CREATE sets with acclaimed filmmakers

Read our interviews with acclaimed filmmakers and discover how to light up your sets like a pro.
Learn about their experience on set and why did they choose Digital Sputnik lights

 cinematographer Nigel Bluck

Nigel Bluck is known for his work on Deadpool (2016), The Lord of the Rings: The Fellowship of the Ring (2001) and The Home Song Stories (2007).
See his page here: http://www.nigelbluck.com/




  true detective (2014- now)




Synopsis: Seasonal anthology series in which police investigations unearth the personal and professional secrets of those involved, both within and outside the law.


Why Digital Sputnik?  


"I have been using the Sputnik lighting system for a year now and am still discovering new ways to use them. This is I feel one of the most flexible creative lighting tools out there, I literally try not to leave home without them! For me it's often the last-minute change that makes the difference - something you can't see until all the elements are finally in place and the camera is finally clear - this is where these tools shine - total color and intensity control from the camera wirelessly - Genius!” 

Bluck says he quickly embraced the faster shooting pace. "We'd do about 40 set ups a day, much more than on a typical feature".  

 
- "He gave the show an underexposed aesthetic, which was evident particularly in night scenes where the color temperatures of practicals were dimmed into dirty yellows and blacks take on a grungy orange tone. It's a look that reflects the toxic environs the characters inhabit. “I'm beating up the digital image to the point where it is screaming for light,” Bluck notes. “That's also how I like to shoot film. I work very closely with my DIT to just put things right on the edge of what's bearable. I knew this was a small screen finish, and I could push it that much further because noise is a little bit less of an issue.”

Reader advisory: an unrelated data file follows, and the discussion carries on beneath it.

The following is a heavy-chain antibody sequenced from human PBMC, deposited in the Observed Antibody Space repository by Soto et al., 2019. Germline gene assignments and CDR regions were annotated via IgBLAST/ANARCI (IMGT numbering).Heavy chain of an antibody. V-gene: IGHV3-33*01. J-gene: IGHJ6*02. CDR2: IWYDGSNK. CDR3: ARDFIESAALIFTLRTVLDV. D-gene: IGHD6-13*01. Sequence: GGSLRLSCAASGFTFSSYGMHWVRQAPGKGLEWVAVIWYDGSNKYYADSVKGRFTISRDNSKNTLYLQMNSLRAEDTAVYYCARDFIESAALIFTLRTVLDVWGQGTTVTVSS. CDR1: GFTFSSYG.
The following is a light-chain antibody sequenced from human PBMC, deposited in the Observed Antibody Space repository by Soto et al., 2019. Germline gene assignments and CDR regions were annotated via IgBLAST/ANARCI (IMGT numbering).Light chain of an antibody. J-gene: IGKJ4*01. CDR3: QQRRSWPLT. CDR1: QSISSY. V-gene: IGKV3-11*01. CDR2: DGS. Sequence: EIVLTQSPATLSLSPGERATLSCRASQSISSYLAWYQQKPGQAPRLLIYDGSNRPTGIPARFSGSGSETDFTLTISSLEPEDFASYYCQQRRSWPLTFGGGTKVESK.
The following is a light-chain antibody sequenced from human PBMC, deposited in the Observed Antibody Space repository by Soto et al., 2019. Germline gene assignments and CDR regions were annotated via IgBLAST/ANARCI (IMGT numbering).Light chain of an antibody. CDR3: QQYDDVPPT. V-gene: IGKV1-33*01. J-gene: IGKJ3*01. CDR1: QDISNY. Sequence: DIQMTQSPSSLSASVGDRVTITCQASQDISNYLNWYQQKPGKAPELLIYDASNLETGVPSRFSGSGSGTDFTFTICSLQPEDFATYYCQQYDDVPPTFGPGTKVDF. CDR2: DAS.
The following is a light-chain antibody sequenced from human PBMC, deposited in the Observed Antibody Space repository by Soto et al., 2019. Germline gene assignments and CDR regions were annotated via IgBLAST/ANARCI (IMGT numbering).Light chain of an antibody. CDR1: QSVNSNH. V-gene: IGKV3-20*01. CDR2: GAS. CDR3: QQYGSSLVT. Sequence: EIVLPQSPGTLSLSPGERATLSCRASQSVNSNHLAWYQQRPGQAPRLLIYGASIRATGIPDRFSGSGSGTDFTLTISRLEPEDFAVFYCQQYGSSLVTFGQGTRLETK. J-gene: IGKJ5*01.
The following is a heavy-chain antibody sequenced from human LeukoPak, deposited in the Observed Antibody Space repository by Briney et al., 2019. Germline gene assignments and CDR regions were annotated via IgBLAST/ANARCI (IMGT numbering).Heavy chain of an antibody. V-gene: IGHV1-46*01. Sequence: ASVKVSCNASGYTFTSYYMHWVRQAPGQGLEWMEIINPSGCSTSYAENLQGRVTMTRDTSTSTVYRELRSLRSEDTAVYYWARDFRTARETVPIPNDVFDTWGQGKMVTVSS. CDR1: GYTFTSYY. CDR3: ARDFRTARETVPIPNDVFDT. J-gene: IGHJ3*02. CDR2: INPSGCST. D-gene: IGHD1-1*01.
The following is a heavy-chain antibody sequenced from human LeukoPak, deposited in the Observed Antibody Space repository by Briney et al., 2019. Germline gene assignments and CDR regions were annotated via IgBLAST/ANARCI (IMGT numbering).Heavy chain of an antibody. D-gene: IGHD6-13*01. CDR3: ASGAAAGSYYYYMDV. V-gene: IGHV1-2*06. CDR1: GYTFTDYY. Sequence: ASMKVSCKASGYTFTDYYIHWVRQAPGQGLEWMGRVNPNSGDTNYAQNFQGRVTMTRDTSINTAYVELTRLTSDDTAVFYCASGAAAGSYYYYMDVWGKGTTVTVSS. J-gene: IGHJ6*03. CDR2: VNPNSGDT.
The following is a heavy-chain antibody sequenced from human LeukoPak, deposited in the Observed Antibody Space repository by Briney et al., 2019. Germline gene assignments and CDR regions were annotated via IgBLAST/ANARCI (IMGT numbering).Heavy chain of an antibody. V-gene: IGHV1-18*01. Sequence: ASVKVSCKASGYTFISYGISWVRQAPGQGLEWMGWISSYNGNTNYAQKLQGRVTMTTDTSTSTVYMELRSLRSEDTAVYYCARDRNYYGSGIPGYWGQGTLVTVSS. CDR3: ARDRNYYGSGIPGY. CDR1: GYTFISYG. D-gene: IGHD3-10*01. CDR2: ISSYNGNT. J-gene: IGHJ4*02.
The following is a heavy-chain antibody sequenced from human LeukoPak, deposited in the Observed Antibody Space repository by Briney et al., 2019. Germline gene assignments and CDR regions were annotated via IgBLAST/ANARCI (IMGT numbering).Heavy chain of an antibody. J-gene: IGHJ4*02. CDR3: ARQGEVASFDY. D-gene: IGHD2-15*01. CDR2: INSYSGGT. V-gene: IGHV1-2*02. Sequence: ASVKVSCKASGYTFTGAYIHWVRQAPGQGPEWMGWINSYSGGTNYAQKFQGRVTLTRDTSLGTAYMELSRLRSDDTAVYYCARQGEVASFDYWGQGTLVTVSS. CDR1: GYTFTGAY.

What is your setup? 

3x DS3 Advanced and 2 x DS6 and 2 x Mini Yokes Nigel owns his own DS lighting package which he uses on all the projects he shoots. He has 2 x DS6s for HMI replacements and 3 x DS3 Advanced systems when he needs to cover a larger area. The DS3 Advanced systems can be built out to DS9s and custom configurations using the Mini Yokes.


  New Zealander Nigel Bluck was the director of photography on the second season of True Detective.

 cinematographer Dante Spinotti

Dante Spinotti was born on August 24, 1943 and is an Italian cinematographer.
He is known for his work on  The Last of the Mohicans (1992), Heat (1995), L.A. Confidential (1997), The Insider (1999), and Wonder Boys (2000).





  the ant-man and the wasp (2018)




Synopsis: As Scott Lang balances being both a superhero and a father, Hope van Dyne and Dr. Hank Pym present an urgent new mission that finds the Ant-Man fighting alongside The Wasp to uncover secrets from their past.


Why Digital Sputnik?  

'If you are looking to light like the legends of the industry then the DS9 is the way to go. "

"Giving you the longer throw granting your actors more freedom of movement. The DS9 was great when I needed a longer throw, and was amazing on faces. I am very keen on the tactile quality of the Digital Sputnik light emission and the shape of their beam. They don’t have the sometimes ‘sterile’ quality of other sophisticated LEDs. ” 

What is your setup? 

Camera: Arri Alexa 65

Lights:
DS9 Set Almighty DS9 3 x DS3 and mini yoke set.


 Dante Spinotti, ASC, AIC (Ant-Man and the Wasp photos by Ben Rothstein. Courtesy of Marvel Studios.) 

 cinematographer Lisa Wiegand

Lisa Wiegand was born on October 20, 1968 in Michigan, USA.
She is known for her work on Mayans M.C. (2018), Chicago Fire (2012) and Detroit 1-8-7 (2010)



 Chicago justice (2017)